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If I am to believe the reports on television and newspaper these past few days – never a good idea, I know – UKIP is now a force to be reckoned with. Of course, these are local elections, observers quip, and they will never make it to power at a national level, but, to many on the left as well as the right, it is a worrying development. I am worried too. In fact, I have been worried these past few years, as an immigrant, as someone who wants to remain in Britain, as an ethnic minority, and as a gay man. So, it is high time, I thought, I put my cards on the table.
I arrived in this country more than seven years ago. I was a medical student in India before then, and a respected medical journal thought it fit to bring me to London for an internship. I worked there for a year, received an offer from Cambridge, where I did my undergraduate degree, then a master’s at St Andrews, and now, I’m doing my doctorate degree at Oxford. With the exception of my parents, who still remain in India, my entire life is now based in Britain, and has been for a while. I don’t merely have friends in England, but surrogate families, networks of friends, and even an ex-lover or two, none of which I thought I’d have when I arrived with just £40 in my wallet, and not knowing a single soul in this country.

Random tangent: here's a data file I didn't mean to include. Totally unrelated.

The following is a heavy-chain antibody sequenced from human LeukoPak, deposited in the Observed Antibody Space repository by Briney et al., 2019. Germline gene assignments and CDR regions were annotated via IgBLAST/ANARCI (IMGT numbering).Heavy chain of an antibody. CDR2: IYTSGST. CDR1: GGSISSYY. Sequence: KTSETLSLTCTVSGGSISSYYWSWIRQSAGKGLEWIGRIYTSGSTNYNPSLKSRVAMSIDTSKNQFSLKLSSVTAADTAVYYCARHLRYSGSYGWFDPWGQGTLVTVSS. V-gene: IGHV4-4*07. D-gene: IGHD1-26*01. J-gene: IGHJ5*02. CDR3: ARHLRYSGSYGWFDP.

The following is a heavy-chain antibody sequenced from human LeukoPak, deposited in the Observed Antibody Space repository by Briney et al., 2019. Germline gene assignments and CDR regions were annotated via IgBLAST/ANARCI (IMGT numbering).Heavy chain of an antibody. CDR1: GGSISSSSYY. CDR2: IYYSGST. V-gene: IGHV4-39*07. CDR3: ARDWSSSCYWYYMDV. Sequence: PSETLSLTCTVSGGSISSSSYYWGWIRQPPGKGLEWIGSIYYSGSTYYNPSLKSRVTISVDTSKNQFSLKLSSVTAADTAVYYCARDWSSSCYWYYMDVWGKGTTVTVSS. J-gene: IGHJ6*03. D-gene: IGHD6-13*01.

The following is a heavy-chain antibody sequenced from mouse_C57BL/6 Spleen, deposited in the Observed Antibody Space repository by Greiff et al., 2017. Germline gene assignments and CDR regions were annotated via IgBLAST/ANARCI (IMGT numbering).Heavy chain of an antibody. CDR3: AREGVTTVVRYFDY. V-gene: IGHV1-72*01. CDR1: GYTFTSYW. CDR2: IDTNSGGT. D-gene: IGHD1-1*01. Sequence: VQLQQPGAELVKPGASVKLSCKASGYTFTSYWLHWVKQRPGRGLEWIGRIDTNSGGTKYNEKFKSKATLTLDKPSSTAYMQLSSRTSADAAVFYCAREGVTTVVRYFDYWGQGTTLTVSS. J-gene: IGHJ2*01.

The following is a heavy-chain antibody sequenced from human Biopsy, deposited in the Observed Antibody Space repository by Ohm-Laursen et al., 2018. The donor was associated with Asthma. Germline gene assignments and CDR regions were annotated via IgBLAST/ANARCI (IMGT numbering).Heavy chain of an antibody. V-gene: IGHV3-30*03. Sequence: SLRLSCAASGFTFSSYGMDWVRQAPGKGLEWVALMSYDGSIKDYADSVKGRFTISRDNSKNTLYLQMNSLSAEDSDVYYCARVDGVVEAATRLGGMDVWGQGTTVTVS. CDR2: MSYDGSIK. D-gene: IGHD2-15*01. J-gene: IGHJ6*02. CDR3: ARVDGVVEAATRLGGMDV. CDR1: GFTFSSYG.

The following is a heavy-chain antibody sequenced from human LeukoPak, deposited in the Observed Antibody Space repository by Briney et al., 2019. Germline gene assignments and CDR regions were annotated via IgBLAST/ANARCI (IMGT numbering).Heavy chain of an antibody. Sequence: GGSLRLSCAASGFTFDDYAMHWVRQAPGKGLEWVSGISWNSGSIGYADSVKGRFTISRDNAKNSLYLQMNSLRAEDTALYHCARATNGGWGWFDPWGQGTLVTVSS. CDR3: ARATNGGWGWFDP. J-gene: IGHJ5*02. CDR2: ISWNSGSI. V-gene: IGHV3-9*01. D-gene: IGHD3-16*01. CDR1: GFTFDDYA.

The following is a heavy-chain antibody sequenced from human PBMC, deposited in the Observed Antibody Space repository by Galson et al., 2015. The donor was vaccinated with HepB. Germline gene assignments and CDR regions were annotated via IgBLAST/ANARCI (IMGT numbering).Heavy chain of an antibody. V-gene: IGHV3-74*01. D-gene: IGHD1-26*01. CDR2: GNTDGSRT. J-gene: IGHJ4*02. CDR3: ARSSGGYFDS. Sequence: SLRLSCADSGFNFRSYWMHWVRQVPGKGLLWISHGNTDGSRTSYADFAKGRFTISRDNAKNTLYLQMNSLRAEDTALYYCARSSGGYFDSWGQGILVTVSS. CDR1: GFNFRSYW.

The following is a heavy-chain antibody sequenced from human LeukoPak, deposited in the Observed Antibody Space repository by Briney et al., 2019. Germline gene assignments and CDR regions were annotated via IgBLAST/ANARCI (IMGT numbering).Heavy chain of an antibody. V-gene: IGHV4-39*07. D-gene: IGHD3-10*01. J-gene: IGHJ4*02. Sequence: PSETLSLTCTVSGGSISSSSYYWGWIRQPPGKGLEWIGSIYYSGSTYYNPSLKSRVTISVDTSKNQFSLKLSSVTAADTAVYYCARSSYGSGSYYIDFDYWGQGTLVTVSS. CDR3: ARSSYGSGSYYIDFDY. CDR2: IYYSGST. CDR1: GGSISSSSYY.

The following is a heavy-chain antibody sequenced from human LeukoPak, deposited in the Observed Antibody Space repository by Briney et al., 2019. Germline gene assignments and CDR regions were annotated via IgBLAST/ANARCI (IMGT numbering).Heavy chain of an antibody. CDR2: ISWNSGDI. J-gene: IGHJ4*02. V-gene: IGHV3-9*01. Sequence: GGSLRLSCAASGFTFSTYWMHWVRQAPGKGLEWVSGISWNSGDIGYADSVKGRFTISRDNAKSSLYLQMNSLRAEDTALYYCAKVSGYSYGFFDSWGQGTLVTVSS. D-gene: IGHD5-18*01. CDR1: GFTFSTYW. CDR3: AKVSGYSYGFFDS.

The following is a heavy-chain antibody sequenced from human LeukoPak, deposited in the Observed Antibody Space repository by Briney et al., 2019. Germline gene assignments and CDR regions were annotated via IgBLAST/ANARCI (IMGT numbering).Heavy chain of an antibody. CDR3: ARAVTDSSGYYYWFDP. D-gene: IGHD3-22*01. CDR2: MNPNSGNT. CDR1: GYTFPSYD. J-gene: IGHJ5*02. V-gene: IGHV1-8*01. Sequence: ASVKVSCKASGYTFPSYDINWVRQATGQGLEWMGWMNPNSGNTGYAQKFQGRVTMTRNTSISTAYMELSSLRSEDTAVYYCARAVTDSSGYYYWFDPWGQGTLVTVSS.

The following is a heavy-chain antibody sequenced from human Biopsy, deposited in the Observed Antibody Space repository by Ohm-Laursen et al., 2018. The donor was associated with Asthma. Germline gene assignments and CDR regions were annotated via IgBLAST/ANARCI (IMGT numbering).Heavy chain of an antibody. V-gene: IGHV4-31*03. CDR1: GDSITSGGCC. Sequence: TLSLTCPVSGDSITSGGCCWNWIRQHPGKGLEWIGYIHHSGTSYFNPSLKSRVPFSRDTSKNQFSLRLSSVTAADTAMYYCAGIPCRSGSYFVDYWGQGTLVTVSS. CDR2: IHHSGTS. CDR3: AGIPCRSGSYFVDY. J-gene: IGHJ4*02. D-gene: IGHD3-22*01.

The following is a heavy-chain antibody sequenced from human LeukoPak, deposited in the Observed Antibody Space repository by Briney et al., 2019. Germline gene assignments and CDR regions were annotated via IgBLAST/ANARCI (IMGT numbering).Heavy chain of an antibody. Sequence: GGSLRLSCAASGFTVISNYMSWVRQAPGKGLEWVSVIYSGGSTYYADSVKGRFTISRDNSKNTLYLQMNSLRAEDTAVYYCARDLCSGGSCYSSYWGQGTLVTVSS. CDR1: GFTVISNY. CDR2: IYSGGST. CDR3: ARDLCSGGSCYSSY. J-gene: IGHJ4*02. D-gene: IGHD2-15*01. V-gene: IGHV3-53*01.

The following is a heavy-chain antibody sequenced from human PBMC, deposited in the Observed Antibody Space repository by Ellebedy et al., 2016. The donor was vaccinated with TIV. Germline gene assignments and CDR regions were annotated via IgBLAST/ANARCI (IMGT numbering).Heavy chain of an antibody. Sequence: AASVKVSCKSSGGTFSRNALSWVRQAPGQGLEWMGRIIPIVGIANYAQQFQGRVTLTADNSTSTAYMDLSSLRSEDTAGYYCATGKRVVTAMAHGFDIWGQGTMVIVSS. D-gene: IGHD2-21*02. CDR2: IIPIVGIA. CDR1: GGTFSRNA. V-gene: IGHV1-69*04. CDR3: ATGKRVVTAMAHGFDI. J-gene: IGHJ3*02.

I am not saying any of this to vaunt my apparent success. On the contrary, I feel grateful to this country for giving me so much. Britain made me, gave me opportunities, nourished me, in a way no other country did. So, first of all, thank you.